Truck drivers have until Jan. 30 2014 to self-certify their operating status and provide medical examiner’s certificates to state driver licensing agencies. These new regulations DO NOT change who has to obtain a CDL and DO NOT change who has to obtain a Medical Examiner’s Certificate. They require two things: 1) All CDL holders and all CDL applicants must self-certify the type of driving they are engaged in; and 2) Drivers that certify to “non-excepted interstate” driving must give their home state DOT a copy of their Medical Examiner’s Certificate, and must keep that Medical Examiner’s Certificate current.
The original compliance deadline for the regulation was Jan. 30, 2012. However, many states were not prepared for the reporting requirement and the FMCSA delayed the state’s data entry deadline to 2014. The requirement means that Commercial Driver License (CDL) holders must identify if they conduct intrastate or interstate commerce and if they hold “non-excepted” or “excepted status”. Most truckers are classified under non-excepted interstate commerce and must furnish a current medical examiner’s certificate to their home state agencies. The Virginia DMV has a great summary of the certification status, that can be found here.
Those drivers who do not need to have a license renewal, upgrade or transfer before Jan 30, 2014 still must self-certify and provide the certificate, often called a DOT card, by the 2014 deadline.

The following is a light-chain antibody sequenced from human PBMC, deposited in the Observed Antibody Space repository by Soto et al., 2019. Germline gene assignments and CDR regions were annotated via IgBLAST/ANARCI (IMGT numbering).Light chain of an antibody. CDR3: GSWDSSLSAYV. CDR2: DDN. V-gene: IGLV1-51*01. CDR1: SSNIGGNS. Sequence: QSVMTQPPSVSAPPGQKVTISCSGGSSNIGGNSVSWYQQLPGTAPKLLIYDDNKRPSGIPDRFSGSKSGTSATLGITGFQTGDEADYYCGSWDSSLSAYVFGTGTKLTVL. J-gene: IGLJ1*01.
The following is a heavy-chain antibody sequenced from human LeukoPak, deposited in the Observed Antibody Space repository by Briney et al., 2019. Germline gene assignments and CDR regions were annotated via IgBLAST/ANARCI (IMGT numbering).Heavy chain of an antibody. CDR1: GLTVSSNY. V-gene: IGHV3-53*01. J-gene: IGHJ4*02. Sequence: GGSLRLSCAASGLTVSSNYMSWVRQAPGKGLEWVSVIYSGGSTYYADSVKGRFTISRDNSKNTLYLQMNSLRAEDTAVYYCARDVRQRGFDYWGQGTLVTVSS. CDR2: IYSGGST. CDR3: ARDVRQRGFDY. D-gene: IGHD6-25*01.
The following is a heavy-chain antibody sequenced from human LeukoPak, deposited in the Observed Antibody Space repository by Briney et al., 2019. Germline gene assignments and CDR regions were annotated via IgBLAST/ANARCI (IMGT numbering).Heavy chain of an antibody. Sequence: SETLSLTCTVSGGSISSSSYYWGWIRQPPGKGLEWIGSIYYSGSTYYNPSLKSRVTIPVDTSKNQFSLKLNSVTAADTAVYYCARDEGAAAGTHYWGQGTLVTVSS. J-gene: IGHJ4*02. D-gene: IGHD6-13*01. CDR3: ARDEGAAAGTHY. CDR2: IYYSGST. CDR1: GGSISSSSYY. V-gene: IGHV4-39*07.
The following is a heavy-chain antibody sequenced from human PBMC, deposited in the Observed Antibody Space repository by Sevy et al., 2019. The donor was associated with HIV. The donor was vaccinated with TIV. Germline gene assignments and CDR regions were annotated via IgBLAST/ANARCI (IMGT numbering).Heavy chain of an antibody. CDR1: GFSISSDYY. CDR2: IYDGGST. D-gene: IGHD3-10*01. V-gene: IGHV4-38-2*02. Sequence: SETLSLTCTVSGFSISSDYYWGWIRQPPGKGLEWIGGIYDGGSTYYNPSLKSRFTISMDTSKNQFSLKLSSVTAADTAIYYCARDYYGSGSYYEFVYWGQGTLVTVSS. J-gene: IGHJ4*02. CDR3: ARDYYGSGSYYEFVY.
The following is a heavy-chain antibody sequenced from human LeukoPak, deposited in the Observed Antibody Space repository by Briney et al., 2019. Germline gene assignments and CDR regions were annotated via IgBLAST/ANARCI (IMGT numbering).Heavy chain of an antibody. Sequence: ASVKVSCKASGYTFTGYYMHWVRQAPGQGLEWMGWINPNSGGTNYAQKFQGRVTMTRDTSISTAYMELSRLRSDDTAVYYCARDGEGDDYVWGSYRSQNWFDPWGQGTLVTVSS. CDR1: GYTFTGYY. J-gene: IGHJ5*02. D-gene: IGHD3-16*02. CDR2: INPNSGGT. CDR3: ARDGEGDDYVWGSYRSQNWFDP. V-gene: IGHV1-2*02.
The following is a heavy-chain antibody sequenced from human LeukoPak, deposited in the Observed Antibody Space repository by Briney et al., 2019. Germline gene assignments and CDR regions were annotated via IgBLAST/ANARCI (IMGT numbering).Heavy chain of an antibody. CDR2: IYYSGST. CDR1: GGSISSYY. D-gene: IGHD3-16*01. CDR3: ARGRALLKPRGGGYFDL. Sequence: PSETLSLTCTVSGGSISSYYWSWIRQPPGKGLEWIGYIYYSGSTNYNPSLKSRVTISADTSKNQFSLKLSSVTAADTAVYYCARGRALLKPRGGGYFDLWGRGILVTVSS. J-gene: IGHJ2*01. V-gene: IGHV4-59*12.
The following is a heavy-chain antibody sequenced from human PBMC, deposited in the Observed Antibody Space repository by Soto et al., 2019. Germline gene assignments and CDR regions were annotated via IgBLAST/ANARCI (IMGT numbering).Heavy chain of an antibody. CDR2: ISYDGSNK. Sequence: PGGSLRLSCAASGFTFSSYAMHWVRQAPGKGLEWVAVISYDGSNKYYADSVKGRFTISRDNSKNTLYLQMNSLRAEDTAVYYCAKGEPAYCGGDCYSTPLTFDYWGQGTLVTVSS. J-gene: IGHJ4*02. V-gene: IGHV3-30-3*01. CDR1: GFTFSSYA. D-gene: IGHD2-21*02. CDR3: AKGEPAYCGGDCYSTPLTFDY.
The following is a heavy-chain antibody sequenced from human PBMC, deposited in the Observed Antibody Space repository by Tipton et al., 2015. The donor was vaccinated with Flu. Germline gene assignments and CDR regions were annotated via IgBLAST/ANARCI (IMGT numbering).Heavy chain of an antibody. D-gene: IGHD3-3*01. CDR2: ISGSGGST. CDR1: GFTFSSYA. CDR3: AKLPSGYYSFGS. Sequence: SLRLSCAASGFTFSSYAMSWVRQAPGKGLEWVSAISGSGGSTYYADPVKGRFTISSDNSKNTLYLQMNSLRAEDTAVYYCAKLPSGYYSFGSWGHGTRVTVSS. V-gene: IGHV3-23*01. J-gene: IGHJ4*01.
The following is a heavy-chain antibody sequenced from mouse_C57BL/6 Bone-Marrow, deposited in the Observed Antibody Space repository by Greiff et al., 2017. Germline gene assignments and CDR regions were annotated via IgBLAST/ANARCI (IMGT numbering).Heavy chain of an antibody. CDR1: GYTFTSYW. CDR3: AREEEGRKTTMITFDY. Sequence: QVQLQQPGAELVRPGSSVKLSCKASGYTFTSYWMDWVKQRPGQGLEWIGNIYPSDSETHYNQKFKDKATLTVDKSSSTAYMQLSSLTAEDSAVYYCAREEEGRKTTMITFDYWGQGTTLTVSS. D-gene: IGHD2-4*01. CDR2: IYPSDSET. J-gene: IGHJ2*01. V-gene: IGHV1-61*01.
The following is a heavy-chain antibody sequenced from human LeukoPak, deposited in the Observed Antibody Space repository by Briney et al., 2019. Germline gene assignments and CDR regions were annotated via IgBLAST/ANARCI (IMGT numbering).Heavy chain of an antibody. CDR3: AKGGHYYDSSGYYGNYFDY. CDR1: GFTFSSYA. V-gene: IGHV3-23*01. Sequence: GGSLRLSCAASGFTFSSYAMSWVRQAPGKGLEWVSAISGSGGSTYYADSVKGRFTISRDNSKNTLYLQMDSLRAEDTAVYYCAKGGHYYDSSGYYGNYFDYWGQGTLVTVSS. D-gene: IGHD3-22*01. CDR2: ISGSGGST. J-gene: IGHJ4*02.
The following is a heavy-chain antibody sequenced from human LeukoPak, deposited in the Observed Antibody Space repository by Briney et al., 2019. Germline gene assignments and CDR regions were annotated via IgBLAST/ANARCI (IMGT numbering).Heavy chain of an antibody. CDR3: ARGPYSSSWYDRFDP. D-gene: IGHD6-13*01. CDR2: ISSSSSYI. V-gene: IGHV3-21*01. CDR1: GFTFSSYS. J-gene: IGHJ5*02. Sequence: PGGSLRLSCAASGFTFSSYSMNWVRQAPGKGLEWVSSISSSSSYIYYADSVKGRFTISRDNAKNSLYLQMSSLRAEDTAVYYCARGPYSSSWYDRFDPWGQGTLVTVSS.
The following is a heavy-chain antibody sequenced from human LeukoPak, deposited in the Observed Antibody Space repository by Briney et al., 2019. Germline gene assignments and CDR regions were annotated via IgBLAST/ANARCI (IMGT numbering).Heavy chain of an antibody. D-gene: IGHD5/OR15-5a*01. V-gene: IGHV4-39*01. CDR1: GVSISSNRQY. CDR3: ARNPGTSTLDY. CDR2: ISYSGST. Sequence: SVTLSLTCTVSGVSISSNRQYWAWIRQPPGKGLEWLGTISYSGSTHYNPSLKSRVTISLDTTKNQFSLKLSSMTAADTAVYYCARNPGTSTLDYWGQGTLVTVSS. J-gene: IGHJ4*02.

State agencies who do not receive self-certification, medical certificates and any required variance from CDL-holders by the compliance deadline must notify drivers that they are no longer medically certified in non-excepted interstate commerce. State officials will remove all CDL privileges from their licenses.
This rulemaking action will help to prevent medically unqualified drivers from operating on the nation’s highways. It providing states’ licensing agencies a means of identifying interstate CDL holders who are unable to obtain a Medical Examiner’s Certificate and taking action to downgrade their CDLs accordingly.
The regulation also serves as a deterrent to drivers submitting falsified Medical Examiner’s Certificates because the Federal Motor Carrier Safety Administration and states’ enforcement personnel will now have access, via the Commercial Driver License Information System (CDLIS), to information about the Medical Examiner’s Certificate and identity of the medical examiner who performed the examination. Electronic access will enable FMCSA and states’ enforcement personnel to detect certain patterns or anomalies concerning the source of medical certificates through queries of the licensing databases at any time rather than being limited to checking for such issues during roadside inspections and compliance reviews.